Here we are , over halfway through National Poetry Month. I look forward to posting poetry reviews here regularly in the future, once or twice a month. We’ve enjoyed a good run of once a week during the month of April, with one week to go!
Enjoy this playful, fun collection, quite accessible for younger readers.
CRAIG, Michael Earl. Thin Kimono. 105p. Wave. Aug. 2010. Tr $14. ISBN 978-1-933517-46-9. LC number unavailable.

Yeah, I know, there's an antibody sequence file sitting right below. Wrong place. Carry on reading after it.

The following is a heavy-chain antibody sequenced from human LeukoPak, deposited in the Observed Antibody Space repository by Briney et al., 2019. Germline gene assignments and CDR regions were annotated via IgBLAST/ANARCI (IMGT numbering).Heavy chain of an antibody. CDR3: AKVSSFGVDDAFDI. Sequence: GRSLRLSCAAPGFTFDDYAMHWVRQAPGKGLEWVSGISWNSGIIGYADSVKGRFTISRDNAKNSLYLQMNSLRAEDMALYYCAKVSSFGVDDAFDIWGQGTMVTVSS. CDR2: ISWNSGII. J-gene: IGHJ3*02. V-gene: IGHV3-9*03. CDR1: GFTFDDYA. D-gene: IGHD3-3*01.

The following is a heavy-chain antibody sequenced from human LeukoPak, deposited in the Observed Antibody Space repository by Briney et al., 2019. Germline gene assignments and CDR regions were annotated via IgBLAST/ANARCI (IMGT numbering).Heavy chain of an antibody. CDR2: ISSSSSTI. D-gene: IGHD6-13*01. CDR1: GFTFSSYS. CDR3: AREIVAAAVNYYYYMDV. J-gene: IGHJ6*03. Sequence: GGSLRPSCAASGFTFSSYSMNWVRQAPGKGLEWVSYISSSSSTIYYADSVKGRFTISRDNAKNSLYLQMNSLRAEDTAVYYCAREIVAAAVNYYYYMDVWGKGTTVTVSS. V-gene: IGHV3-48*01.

Adult/High School–Craig’s third book of poetry contains many insightful and surprising selections. Rather than being introduced to Japan, readers encounter a trip to the acupuncturist, shoeing horses, and watching an owl at night. The poet makes all of the works interesting. Some are written in paragraphs but read as poetry. Some, such as “This I Believe,” contain amusing thoughts. “I believe in tacos and mortification./I believe that all people fall/into one of two categories: Doonesbury or Far Side./Well, or Andy Capp. Andy Capp type people./They’re everywhere.” Craig works as a farrier in Montana, so it is natural that a man who earns his living shoeing horses would write about the experience. “In the Road” shows that horses even enter his sleep. “I had a dream last night. I dreamt/I was trying to shoe a horse in the road./I’d get under him and swing my hammer/and he’d move his foot, just a little.” His matter-of-fact style may inspire some to try writing about their own experiences. The straightforward poems describe small events and tell part of little stories. In “The Neighbor,” the poet explains that he is writing for himself or for someone like him. Teens who enjoy poetry will want to share Craig’s short, lively poems.–Karlan Sick, formerly at New York Public Library